Flying can be one of the world’s most expensive hobbies. Not everyone has the resources to buy their own airplane. However, owning your own airplane isn’t always the best option. Depending on how much time you spend in the air, aircraft rentals could be the right choice for you.
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Can Anyone Rent an Airplane?
Not exactly. In order to rent an airplane, you must be a certificated pilot. Different regions, such as mountainous areas, may require additional certifications or training in order to rent an aircraft. However, no matter where you go, you’ll need your pilot certificate to start the rental process.
Where To Rent an Airplane
There are three typical ways to rent an aircraft—flight schools, fixed base operators (FBO), and flying clubs. Each option has its caveats, but chances are, you’ll be able to find at least one of these in your area.
Flight schools are in business to provide training to new and existing pilots, which usually involves having an inventory of multiple trainer aircraft. At flight schools, you’ll be able to pick from a variety of aircraft and robust rental options. If you’re pursuing a pilot certification or looking to upgrade the one you have, flight schools will also have training courses to help you achieve that. Some flight schools will also have relationships with OEMs to enhance the process of buying a new aircraft as well.
Fixed Base Operators (FBO)
If you’re already a certified pilot and just need an airplane for a short trip, fixed base operators (FBOs) may be your best bet.
FBOs conduct business out of a wide range of public-use airports and come with a few benefits that flight school typically won’t have. Some may include lounges, fueling services, tiedown services, and even car and hotel reservations. As an added bonus, some FBOs may have the option to purchase new or used aircraft—if you find yourself in the position to do so.
A flying club may be a great option for someone looking to rent an airplane regularly but doesn’t want the financial burden of the upkeep. A flying club is a group of pilots who come together to purchase an aircraft to mitigate the costs, similar to a fractional ownership agreement.
The difference between fractional ownership and being in a flying club is you only pay for the hours you use, plus a monthly club fee. Because a group of people are renting the airplane monthly, the average cost per hour is much lower than renting from an FBO or private owner. For example, in a non-club environment, you can rent an aircraft such as a Cessna 172 for between $140/hr to $180/hr. By renting from a club you may pay as little as $45/hr dry.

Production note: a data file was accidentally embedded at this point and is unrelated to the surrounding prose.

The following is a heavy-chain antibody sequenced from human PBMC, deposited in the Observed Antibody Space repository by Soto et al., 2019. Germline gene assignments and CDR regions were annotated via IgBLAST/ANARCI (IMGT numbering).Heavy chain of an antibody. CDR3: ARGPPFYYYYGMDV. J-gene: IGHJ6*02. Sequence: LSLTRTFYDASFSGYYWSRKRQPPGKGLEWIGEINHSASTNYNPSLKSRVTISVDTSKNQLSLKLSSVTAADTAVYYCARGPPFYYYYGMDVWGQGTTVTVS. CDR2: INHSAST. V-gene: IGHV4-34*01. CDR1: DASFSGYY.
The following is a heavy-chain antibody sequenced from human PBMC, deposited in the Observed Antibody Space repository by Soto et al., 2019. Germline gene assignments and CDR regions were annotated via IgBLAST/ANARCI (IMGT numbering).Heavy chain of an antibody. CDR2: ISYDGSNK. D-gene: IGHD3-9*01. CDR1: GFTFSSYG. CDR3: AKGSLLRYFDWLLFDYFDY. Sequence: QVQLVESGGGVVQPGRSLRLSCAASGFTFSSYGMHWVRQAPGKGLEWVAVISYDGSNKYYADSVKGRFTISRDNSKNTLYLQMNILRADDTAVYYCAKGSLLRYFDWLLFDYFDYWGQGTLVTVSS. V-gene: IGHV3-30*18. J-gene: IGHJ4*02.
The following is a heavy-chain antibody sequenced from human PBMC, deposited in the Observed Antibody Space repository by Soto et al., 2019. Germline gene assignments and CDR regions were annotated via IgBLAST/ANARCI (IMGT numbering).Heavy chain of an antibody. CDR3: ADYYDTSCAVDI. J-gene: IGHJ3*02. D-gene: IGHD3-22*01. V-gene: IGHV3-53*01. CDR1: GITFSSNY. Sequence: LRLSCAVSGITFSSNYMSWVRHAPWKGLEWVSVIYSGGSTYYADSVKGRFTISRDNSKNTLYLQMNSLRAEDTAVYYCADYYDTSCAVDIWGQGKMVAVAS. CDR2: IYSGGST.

7 Steps For Renting an Airplane
If you have not entered fractional ownership or are not part of a flying club, renting an airplane requires a bit of leg work.
Step 1: Find an Aircraft Rental Facility
Most airports have aircraft that are available to rent. Some of these aircraft are owned by the FBO or a private owner. To find out if your airport has available aircraft to rent, visit its website or give them a call.
If your airport does not have aircraft available for rental, check local flight schools. The rates may be slightly higher if you are not a flight student with them.
Step 2: Decide Your Preferred Rental Type
There are two options when renting an aircraft, renting it ‘wet’ or ‘dry.’ Renting an aircraft wet will be slightly more expensive but ‘wet’ refers to fuel being included in the rental cost. Because fuel prices vary from airport to airport, knowing that your fuel cost is covered may save you money in the long run.
Renting dry means fuel is not included. Just like a rental car, you are required to return the aircraft with the same amount of fuel that it had when you took possession, or pay a premium to fill it back up.
Step 3: Learn the Standard Rental Rate
Depending on the airframe you are renting the rental rates will vary.
Light, single-engine airplanes such as a Piper Cub or a Cessna 150 will cost you the least, normally around $80 to $100/hr dry.
Standard single-engine pistons such as Piper Cherokees and Cessna 172s will run slightly higher on average, about $120 to $150/hr dry.
If you are planning to rent a multiengine aircraft, expect to pay more than $200 an hour.
Step 4: Select an Airplane
When selecting the type of airplane you would like to rent, first consider the aircraft you have experience flying and the pilot certificates you have. Some entities will require a checkout in the aircraft before flying, even if you have flown the airframe before.
Another thing to consider when choosing an airframe is the distance you’ll travel. If you are flying quite a distance, ensure the aircraft has good fuel economy and range to mitigate the amount of times you must stop for fuel and the length of time in the air.